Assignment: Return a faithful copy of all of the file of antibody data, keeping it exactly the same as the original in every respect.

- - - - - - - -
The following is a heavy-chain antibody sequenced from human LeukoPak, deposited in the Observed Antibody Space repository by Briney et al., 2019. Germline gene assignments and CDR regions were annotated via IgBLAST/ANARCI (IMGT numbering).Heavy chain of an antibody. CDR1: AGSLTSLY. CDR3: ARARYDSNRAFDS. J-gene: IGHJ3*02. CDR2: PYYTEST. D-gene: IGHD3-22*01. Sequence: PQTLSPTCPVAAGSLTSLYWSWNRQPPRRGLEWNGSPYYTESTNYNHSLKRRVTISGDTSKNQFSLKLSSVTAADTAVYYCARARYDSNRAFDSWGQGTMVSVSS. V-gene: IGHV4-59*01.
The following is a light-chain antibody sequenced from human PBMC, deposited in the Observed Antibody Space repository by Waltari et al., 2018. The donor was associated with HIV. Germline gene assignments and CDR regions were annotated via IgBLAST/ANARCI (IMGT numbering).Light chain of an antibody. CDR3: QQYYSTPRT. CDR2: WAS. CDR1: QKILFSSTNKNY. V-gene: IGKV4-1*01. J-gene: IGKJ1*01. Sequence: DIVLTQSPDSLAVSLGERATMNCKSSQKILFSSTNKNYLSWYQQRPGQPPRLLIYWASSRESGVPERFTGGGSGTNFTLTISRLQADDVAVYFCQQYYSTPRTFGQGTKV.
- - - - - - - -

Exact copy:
The following is a heavy-chain antibody sequenced from human LeukoPak, deposited in the Observed Antibody Space repository by Briney et al., 2019. Germline gene assignments and CDR regions were annotated via IgBLAST/ANARCI (IMGT numbering).Heavy chain of an antibody. CDR1: AGSLTSLY. CDR3: ARARYDSNRAFDS. J-gene: IGHJ3*02. CDR2: PYYTEST. D-gene: IGHD3-22*01. Sequence: PQTLSPTCPVAAGSLTSLYWSWNRQPPRRGLEWNGSPYYTESTNYNHSLKRRVTISGDTSKNQFSLKLSSVTAADTAVYYCARARYDSNRAFDSWGQGTMVSVSS. V-gene: IGHV4-59*01.
The following is a light-chain antibody sequenced from human PBMC, deposited in the Observed Antibody Space repository by Waltari et al., 2018. The donor was associated with HIV. Germline gene assignments and CDR regions were annotated via IgBLAST/ANARCI (IMGT numbering).Light chain of an antibody. CDR3: QQYYSTPRT. CDR2: WAS. CDR1: QKILFSSTNKNY. V-gene: IGKV4-1*01. J-gene: IGKJ1*01. Sequence: DIVLTQSPDSLAVSLGERATMNCKSSQKILFSSTNKNYLSWYQQRPGQPPRLLIYWASSRESGVPERFTGGGSGTNFTLTISRLQADDVAVYFCQQYYSTPRTFGQGTKV.